Friday 18 December 2009

Graham Watercolour Paints

I have recently bought a few of these paints after reading the glowing reports by American artists. Graham is a small manufacturer whose range of just over thirty colours has been expanded to 70. Most are single pigment formulations which are much better for mixing purposes. The supposed virtues are a very high pigment content with minimal use of fillers. Honey is used in the paint mixture so it is said they are easily re-wetted and don't crack, even after a considerable period.

Together with two fellow artists I put together an order from the sole UK source W.E. Lawrence of Hove. The colours I bought are Ultramarine Pink, a new pigment PR259, Burnt and Raw Umber both Pbr7, Terra Rosa (PR101), Quinacridome Rust (PO48) and Azo Green (PY129). My friends have several others like Ultramarine Violet Deep (PV15)and Scarlet Pyrrol (PO73). I will report further when we have all used them in paintings. So far just swatches and playing around with them but they do look very interesting.

Wednesday 16 December 2009

Reflections on Two Painting Courses

Watercolour painting is my main hobby these days and I have just completed ten years since I took it up. This was rather late in the day at sixty-one and one of my regrets is that I didn't start on early retirement four years previously.

This year I have done two residential painting courses, the first with Charles Reid, the American watercolourist, and our own Judi Whitton. One was at Urchfont in Wiltshire in early September and the other a month later at Crantock Bay in Cornwall.

The course at Urchfont, with Charles Reid, was the third I have done with him in the last three years and he is undoubtedly a very fine tutor, extremely communicative with especially good demonstrations. I do have a few issues that came to the fore at Urchfont this year. I had never been to Urchfont before although it is host to many types of recreational courses, including painting and not far from my home. The previous venues had much better accomodation and facilities yet the costs were similar. Put bluntly the accomodation and facilities - excluding the painting part - were abysmal. Urchfont is run by the Council and is not a hotel. If rated by the AA it would get no stars. Considering the cost this to me was unacceptable but when I raised this with the course organizer afterwards I got a very dusty reply, more or less saying if I didn't like it I should go elsewhere as there were plenty of people anxious to replace me!

That's probably true as Charles is only doing one course every two years in England. I might add that Reid's courses are roughly double in cost to an equivalent English one, with very competent artists, although not all with an International reputation. Still you pays your money..... The number of painters on this course was twenty, which is too many for any real individual tuition to take place. This is standard on Reid's courses. One of the items suggested as part of your equipment are small binoculars in order to focus on the demonstrations! You get a` turn' on the front row once during the week but that's it!

You do get a different perspective on these courses and meet people from different countries as well as the UK. There was a very fine French artist, Gilles Durand, and it isn't unusual to see professional artists as Reid is something of a cult figure with his own enthusiastic following. Gene Wilder the actor, and Tony Bennett the singer are close friends and previous students.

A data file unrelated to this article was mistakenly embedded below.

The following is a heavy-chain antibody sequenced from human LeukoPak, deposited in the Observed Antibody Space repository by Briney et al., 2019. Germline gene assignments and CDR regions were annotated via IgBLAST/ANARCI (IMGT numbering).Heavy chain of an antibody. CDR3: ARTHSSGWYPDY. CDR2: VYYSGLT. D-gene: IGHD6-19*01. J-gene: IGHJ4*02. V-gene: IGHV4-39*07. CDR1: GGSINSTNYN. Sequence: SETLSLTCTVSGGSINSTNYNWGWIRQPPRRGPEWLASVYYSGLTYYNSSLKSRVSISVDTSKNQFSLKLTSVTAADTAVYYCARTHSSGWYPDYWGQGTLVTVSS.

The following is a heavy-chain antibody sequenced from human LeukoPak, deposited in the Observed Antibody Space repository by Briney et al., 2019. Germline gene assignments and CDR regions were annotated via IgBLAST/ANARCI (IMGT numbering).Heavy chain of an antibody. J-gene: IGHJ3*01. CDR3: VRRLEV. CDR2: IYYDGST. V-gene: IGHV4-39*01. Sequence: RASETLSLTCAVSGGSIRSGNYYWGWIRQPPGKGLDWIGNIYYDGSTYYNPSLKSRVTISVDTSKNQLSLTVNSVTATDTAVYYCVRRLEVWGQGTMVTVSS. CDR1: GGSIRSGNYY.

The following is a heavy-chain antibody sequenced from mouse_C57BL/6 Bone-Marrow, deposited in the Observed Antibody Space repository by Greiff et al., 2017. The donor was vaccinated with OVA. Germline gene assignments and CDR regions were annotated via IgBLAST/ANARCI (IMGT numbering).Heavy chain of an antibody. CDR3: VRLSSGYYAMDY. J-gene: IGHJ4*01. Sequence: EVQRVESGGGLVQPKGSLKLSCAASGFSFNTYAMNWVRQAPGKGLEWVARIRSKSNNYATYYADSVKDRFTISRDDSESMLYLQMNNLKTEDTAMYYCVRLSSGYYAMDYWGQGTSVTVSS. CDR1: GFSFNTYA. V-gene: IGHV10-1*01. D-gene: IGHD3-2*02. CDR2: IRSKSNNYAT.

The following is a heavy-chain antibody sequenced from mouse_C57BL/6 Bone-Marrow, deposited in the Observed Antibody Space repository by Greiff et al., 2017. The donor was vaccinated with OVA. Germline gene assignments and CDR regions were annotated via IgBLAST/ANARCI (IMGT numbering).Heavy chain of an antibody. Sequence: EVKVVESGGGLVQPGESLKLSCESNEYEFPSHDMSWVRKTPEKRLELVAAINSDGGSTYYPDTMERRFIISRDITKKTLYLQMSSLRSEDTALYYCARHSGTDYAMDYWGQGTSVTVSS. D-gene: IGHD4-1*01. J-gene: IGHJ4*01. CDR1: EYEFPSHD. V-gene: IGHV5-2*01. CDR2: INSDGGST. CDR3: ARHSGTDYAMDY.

Charles style does not suit everyone and many don't like the way he paints, extremely loose and almost abstract at times. For a somewhat negative view read what Bruce McEvoy says on the amazing "Handprint" internet site. I am a believer although I prefer his still lifes, particularly those with flowers, and portrait/figure work to his landscapes, some of which I'm not so keen on.

The Judi Whitton course was only four weeks later and that was a mistake because for the first two days I was still in `CR' mode! The venue, Crantock Bay hotel, is far superior to Urchfont in every way. Accomodation and food way ahead and the studio facilties at least equal. Judi is a loose painter who was influenced to change her then style some years ago by studying on a Charles Reid course but has since developed in her own way. Painting on this course is primarily outdoors and the weather has to be extreme to prevent this! The course is lower key but very rewarding because Judi takes things at a slower pace and encourages rather than instructs. My wife attended this one as a non painting partner, where she was allowed into critiques etc, and thoroughly enjoyed it as I did. I like Judi and Pete Whitton very much and hope to attend further courses in the years ahead. As for Charles and Judy Reid I do like them equally but theirs is very much a commercial operation and there is more pressure on the course due to the standard of those attending, including professional artists. At times I felt I was out of my depth on the initial course but by the third, while nowhere near the standard of the best, felt my painting was in the ballpark.

I might add while at Urchfont I met Sunderland fan and fellow enthusiast the larger than life Mick Carney. Despite my being a Newcastle supporter we got on very well and intend to keep in touch, if only by e-mail. Mick has his own blog, "The Painting Struggle" and gives a very good analysis on the Urchfont course. His view of Urchfont is more positive than mine although, being a big chap, he was unable to use the minute ensuite facilities in his room, in the same building as mine. Generally it has to be said those on the course, several repeats, were very enthused and seemed to turn a blind eye to the downsides. Perhaps I'm just cynical.